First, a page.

Mon General Hospital adds robotic-assisted surgery to its operating suites

Posted Date: 10/8/2012

    Mon General Hospital is now performing state-of-the-art robotic-assisted surgery.

    A da Vinci Surgical System was added to the hospital’s operating suites in early October. The system is designed to overcome the limitations of manual laparoscopic surgery by providing enhanced capabilities, such as high-definition three-dimensional vision and a magnified view.

     “Adding da Vinci robotic surgery to our operating rooms is another example of Mon General Hospital providing the latest technology to its patients and physicians,” said Mon Health System President and CEO Darryl Duncan. “This will further enhance our ability to provide minimally invasive surgery to our patients, with quicker recovery times.

    “In addition, today’s surgeons are being trained on the da Vinci system as part of their education,” Duncan said. “This system will help in our efforts to recruit additional surgeons and specialists to the Morgantown area.”

    Initially the da Vinci Surgical System will be used for gynecologic surgery. The first procedure using the da Vinci Surgical System at Mon General took place Friday, Oct. 5.

    “Our group believes strongly in a minimally invasive approach for gynecologic surgery,” said Jamie Lesnock, MD, of MidAtlantic Gynecologic Oncology of Mon General Hospital. “The da Vinci Surgical System is a robotic platform that has been a breakthrough for minimally invasive surgery.

    “Robotically-assisted procedures provide the same benefit to patients as laparoscopy in terms of shorter hospital stays and faster recovery,” Dr. Lesnock said. “The additional benefit comes from the three-dimensional camera and articulated instruments which more closely mimics open surgery. This provides the ability to do more challenging cases via a minimally invasive approach.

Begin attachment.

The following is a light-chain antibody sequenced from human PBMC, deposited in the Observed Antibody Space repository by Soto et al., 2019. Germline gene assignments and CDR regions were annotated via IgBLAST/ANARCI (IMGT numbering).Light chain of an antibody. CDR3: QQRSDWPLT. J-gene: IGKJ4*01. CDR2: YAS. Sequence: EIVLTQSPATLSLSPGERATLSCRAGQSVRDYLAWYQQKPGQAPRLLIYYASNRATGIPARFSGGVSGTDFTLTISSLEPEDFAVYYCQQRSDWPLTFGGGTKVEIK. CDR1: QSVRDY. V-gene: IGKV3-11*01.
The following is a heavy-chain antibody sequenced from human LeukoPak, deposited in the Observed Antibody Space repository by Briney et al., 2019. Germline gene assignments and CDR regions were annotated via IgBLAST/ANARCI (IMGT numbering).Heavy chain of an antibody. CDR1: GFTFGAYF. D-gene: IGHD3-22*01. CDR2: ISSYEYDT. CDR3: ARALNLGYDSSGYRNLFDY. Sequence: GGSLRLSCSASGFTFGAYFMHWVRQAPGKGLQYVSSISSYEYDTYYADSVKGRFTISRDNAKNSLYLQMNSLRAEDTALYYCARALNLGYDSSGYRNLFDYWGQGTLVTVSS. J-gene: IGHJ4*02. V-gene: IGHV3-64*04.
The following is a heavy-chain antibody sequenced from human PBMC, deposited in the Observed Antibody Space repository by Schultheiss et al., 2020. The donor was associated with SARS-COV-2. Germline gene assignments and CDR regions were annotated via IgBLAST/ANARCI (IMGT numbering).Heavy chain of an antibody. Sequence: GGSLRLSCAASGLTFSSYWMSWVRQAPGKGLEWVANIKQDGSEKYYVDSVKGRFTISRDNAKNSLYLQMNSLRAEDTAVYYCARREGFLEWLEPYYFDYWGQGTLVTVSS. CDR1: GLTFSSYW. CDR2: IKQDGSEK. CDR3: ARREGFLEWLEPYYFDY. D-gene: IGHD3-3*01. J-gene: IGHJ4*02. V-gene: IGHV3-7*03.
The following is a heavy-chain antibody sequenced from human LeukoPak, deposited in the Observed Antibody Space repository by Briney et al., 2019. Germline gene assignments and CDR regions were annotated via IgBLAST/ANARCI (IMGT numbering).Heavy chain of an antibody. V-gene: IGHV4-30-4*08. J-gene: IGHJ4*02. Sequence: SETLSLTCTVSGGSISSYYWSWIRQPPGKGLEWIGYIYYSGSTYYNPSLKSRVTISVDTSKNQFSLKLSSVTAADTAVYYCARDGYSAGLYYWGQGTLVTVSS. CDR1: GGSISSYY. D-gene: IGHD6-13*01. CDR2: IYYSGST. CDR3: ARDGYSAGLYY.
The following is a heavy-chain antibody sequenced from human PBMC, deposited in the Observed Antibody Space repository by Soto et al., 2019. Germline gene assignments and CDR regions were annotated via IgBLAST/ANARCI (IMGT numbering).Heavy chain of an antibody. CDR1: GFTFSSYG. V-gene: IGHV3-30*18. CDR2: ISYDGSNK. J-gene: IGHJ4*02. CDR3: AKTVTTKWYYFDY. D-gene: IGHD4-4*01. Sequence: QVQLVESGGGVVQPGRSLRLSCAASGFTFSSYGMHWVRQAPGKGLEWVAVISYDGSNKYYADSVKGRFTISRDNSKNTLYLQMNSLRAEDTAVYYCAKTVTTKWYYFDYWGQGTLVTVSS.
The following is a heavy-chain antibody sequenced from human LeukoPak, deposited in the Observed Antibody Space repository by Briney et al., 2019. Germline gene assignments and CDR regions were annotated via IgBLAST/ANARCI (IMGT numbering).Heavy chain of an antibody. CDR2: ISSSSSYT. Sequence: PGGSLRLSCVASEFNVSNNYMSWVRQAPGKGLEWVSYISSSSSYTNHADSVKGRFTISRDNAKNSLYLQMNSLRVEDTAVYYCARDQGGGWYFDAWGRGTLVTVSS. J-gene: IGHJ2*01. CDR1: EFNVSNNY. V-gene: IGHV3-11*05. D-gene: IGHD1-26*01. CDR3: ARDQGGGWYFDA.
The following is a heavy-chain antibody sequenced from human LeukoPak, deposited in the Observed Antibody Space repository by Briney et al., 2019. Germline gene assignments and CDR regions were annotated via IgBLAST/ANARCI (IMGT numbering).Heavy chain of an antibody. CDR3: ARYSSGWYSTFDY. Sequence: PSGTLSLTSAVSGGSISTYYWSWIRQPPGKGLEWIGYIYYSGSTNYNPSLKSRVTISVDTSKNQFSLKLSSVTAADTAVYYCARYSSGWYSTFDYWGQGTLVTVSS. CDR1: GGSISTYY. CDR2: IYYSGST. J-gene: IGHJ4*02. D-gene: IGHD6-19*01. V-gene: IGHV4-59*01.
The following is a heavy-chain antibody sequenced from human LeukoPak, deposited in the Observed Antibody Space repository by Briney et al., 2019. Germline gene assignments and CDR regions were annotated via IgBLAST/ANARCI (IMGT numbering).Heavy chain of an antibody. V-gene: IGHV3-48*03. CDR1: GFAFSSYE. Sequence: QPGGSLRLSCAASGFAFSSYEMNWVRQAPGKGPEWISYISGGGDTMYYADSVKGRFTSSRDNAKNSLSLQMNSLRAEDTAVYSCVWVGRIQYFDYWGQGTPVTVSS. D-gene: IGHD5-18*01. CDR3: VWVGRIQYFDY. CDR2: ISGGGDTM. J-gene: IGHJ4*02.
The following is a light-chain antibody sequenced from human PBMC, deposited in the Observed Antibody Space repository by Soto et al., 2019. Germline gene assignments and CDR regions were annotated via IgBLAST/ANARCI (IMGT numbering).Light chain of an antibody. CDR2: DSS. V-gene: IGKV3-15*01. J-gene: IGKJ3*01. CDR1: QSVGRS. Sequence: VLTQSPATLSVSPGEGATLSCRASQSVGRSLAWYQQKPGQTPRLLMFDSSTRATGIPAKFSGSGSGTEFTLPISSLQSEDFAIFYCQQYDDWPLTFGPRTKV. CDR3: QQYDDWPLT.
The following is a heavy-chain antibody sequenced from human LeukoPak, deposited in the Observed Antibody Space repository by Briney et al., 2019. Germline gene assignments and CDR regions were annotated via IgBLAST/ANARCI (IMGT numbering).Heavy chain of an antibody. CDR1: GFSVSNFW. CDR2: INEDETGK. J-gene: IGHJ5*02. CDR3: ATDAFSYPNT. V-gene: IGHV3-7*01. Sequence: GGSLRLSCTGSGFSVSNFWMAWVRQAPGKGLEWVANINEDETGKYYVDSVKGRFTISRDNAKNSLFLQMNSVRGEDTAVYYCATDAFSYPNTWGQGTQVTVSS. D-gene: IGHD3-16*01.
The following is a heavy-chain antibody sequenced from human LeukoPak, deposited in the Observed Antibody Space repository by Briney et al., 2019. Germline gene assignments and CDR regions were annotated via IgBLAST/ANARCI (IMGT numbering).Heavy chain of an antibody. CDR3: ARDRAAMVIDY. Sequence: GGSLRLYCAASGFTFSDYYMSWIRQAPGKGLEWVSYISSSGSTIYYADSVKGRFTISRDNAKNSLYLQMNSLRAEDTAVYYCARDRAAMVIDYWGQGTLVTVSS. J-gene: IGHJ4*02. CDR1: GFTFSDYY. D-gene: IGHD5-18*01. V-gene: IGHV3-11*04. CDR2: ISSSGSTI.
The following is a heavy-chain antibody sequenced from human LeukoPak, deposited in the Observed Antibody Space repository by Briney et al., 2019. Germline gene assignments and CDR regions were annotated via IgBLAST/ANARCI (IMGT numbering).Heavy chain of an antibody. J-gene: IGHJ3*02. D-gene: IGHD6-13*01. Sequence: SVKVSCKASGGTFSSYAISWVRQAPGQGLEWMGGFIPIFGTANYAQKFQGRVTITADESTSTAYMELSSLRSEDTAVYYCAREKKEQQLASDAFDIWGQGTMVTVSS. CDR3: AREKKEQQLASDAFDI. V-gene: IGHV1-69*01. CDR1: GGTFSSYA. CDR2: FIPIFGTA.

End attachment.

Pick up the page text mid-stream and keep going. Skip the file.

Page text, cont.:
“The procedure is performed with the surgeon sitting at a console and controlling the robotic arms holding the instruments,” she said. “Radical hysterectomies and staging for gynecologic cancers are just two of the complicated procedures that can be performed with the robot.”

    The da Vinci system translates the surgeon’s hand movements into smaller, more precise movements of tiny instruments inside the patient’s body during surgery. Even though it is called a “robot,” the da Vinci system cannot operate on its own. The surgery is performed by the physician at the console.

    Some of the benefits of da Vinci surgery include minimal scarring, minimal pain, low blood loss, faster recovery and shorter hospital stays. “The da Vinci robot is an important and exciting addition to Mon General Hospital,” Dr. Lesnock said.

    “What separates our group from others in the area is our ability to perform complex cases using traditional laparoscopy or the da Vinci Surgical System,” said William McBee, MD, of MidAtlantic Gynecologic Oncology of Mon General Hospital.  “This gives us more flexibility in performing minimally invasive surgery on most all patients.

    “Many physicians can perform procedures using only one technique or the other,” McBee said. “Both of us (Drs. McBee and Lesnock) were trained by some of the world's experts in laparoscopic and robotic surgery.”  Dr. Lesnock trained at Magee-Womens Hospital in Pittsburgh for residency and fellowship, and Dr. McBee at The Cleveland Clinic for residency and Magee-Womens Hospital for fellowship.

    In addition to gynecological procedures, the da Vinci Surgical System can be used for a variety of procedures, including gallbladder, urological, colon and rectal, and ear, nose and throat.

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